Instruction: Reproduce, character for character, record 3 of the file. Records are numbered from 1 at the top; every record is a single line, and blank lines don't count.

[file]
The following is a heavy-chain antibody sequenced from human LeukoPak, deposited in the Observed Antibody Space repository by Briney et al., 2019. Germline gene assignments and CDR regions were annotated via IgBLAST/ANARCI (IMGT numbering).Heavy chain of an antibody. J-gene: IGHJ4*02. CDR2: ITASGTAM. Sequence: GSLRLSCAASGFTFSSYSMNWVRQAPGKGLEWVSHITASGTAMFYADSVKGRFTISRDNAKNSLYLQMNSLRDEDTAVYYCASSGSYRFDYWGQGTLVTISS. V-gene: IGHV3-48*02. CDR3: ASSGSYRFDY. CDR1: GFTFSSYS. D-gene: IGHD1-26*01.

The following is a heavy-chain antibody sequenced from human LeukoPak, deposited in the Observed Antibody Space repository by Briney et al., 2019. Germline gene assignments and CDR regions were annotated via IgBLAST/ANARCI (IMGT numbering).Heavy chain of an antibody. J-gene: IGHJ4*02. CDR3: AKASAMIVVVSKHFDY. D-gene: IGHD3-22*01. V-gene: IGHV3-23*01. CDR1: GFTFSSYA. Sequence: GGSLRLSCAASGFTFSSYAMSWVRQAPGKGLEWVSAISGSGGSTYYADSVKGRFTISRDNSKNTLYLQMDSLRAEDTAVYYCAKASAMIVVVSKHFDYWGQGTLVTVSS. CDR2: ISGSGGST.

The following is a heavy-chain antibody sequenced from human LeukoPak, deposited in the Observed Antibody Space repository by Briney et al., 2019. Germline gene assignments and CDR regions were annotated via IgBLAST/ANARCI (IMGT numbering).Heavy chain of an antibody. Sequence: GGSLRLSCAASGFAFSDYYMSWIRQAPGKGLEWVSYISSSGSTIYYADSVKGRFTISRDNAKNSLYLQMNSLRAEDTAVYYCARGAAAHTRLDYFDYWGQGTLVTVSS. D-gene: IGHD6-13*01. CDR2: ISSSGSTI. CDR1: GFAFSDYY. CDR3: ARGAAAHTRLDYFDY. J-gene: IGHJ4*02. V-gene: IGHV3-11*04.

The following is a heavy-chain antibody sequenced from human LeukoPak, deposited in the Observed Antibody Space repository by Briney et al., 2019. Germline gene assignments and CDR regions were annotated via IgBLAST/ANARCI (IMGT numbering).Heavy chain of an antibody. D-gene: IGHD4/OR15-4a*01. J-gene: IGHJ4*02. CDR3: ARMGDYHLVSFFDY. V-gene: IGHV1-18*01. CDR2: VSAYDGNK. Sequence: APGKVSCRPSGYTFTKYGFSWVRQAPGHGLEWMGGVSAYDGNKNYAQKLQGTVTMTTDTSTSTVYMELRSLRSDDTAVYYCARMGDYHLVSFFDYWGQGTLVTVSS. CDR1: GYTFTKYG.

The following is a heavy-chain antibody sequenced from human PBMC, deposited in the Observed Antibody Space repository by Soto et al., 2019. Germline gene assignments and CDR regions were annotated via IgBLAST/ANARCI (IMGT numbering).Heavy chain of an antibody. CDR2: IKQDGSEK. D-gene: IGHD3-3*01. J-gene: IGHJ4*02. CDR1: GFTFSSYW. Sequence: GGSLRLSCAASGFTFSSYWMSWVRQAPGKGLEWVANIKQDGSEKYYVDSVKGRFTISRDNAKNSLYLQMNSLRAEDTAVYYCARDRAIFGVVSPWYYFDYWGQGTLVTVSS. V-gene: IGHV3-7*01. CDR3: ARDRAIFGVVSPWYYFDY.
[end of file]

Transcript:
The following is a heavy-chain antibody sequenced from human LeukoPak, deposited in the Observed Antibody Space repository by Briney et al., 2019. Germline gene assignments and CDR regions were annotated via IgBLAST/ANARCI (IMGT numbering).Heavy chain of an antibody. Sequence: GGSLRLSCAASGFAFSDYYMSWIRQAPGKGLEWVSYISSSGSTIYYADSVKGRFTISRDNAKNSLYLQMNSLRAEDTAVYYCARGAAAHTRLDYFDYWGQGTLVTVSS. D-gene: IGHD6-13*01. CDR2: ISSSGSTI. CDR1: GFAFSDYY. CDR3: ARGAAAHTRLDYFDY. J-gene: IGHJ4*02. V-gene: IGHV3-11*04.